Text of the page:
Scotland politics

Scottish independence: Holyrood business to stop ahead of referendum

Scottish Parliament
Image caption Business at Holyrood will stop four weeks from the referendum on 18 September 2014

Business at the Scottish Parliament will stop in the weeks running up to the independence referendum on 18 September 2014.

A new parliamentary timetable has been agreed by the SNP, Scottish Greens and independent members.

It will mean recess beginning in July, with MSPs returning for three weeks in August before leaving Holyrood for the 28 days before the referendum.

Labour's Paul Martin said it was wrong for MSPs to put "the day job" on hold.

The Scottish government said the timetable change would result in members sitting the same number of weeks.

The shut down would also coincide with restrictions on what government and public bodies could say ahead of the vote.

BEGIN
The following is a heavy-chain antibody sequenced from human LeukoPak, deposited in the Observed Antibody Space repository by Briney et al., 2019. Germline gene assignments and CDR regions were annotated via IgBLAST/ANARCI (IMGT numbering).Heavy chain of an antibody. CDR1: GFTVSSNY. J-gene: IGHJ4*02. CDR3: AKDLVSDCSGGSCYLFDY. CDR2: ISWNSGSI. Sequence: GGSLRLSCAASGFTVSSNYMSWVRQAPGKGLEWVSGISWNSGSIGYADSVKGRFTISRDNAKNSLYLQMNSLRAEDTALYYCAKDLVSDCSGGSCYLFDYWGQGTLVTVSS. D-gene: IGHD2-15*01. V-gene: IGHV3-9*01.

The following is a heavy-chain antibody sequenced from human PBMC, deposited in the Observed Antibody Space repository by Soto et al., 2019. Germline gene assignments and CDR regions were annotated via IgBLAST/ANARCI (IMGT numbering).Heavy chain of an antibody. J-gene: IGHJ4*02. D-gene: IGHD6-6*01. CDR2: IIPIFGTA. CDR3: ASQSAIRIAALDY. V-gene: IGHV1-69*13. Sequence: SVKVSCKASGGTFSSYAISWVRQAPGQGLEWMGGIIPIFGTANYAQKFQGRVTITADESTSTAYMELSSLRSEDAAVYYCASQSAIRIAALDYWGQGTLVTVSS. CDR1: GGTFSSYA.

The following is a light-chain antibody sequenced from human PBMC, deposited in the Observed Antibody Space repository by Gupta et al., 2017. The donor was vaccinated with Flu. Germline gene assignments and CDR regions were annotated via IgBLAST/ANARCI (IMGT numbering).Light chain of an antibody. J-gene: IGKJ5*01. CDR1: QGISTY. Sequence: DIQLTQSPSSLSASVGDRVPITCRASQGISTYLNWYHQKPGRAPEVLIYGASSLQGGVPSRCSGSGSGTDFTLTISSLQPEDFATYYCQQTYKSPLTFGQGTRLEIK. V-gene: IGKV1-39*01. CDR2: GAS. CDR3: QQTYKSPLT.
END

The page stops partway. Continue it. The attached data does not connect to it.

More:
The Scottish Conservatives insisted the move showed the SNP using its majority to "bully the parliament to suit their own separatist agenda".

Labour's Mr Martin said: "The business of government, which the SNP was elected to carry out, needs to go on and the public would not expect Scotland's politicians to put the day job on hold for four weeks so they can campaign in the referendum."

"The idea that the first minister can open or close parliament at his whim has terrifying consequences for Scottish democracy."

It has already been agreed that the campaign period for the referendum would total 16 weeks.

When Scotland's electorate go to the polls they will be asked the simple "yes/no" question: "Should Scotland be an independent country?"

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